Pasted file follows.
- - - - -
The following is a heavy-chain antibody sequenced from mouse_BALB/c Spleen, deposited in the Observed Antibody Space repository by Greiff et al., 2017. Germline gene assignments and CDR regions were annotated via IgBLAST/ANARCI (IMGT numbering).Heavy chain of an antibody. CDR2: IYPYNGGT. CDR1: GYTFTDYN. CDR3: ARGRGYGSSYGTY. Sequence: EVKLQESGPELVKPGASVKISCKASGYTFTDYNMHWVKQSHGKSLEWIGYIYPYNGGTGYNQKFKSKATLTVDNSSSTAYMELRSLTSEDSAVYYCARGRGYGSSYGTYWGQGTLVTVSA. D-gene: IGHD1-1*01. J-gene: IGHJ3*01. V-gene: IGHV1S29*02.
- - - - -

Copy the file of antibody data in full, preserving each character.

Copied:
The following is a heavy-chain antibody sequenced from mouse_BALB/c Spleen, deposited in the Observed Antibody Space repository by Greiff et al., 2017. Germline gene assignments and CDR regions were annotated via IgBLAST/ANARCI (IMGT numbering).Heavy chain of an antibody. CDR2: IYPYNGGT. CDR1: GYTFTDYN. CDR3: ARGRGYGSSYGTY. Sequence: EVKLQESGPELVKPGASVKISCKASGYTFTDYNMHWVKQSHGKSLEWIGYIYPYNGGTGYNQKFKSKATLTVDNSSSTAYMELRSLTSEDSAVYYCARGRGYGSSYGTYWGQGTLVTVSA. D-gene: IGHD1-1*01. J-gene: IGHJ3*01. V-gene: IGHV1S29*02.